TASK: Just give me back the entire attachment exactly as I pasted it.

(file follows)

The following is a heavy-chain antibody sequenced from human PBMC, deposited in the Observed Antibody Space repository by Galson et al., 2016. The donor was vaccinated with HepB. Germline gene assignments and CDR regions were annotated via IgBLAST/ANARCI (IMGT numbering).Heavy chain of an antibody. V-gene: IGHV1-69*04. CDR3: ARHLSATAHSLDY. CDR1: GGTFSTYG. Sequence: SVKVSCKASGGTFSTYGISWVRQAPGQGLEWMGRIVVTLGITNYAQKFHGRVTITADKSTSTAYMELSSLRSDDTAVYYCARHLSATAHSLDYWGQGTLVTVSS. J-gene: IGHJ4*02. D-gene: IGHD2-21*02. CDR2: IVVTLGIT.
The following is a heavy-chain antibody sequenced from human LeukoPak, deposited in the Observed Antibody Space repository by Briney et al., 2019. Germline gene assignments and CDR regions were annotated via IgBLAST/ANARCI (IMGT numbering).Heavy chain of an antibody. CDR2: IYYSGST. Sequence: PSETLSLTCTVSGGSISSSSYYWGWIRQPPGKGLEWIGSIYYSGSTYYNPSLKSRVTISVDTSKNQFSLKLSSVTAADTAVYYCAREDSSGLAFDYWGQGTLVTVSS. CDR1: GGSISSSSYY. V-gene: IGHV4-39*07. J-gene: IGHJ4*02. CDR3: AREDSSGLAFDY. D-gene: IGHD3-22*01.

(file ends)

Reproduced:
The following is a heavy-chain antibody sequenced from human PBMC, deposited in the Observed Antibody Space repository by Galson et al., 2016. The donor was vaccinated with HepB. Germline gene assignments and CDR regions were annotated via IgBLAST/ANARCI (IMGT numbering).Heavy chain of an antibody. V-gene: IGHV1-69*04. CDR3: ARHLSATAHSLDY. CDR1: GGTFSTYG. Sequence: SVKVSCKASGGTFSTYGISWVRQAPGQGLEWMGRIVVTLGITNYAQKFHGRVTITADKSTSTAYMELSSLRSDDTAVYYCARHLSATAHSLDYWGQGTLVTVSS. J-gene: IGHJ4*02. D-gene: IGHD2-21*02. CDR2: IVVTLGIT.
The following is a heavy-chain antibody sequenced from human LeukoPak, deposited in the Observed Antibody Space repository by Briney et al., 2019. Germline gene assignments and CDR regions were annotated via IgBLAST/ANARCI (IMGT numbering).Heavy chain of an antibody. CDR2: IYYSGST. Sequence: PSETLSLTCTVSGGSISSSSYYWGWIRQPPGKGLEWIGSIYYSGSTYYNPSLKSRVTISVDTSKNQFSLKLSSVTAADTAVYYCAREDSSGLAFDYWGQGTLVTVSS. CDR1: GGSISSSSYY. V-gene: IGHV4-39*07. J-gene: IGHJ4*02. CDR3: AREDSSGLAFDY. D-gene: IGHD3-22*01.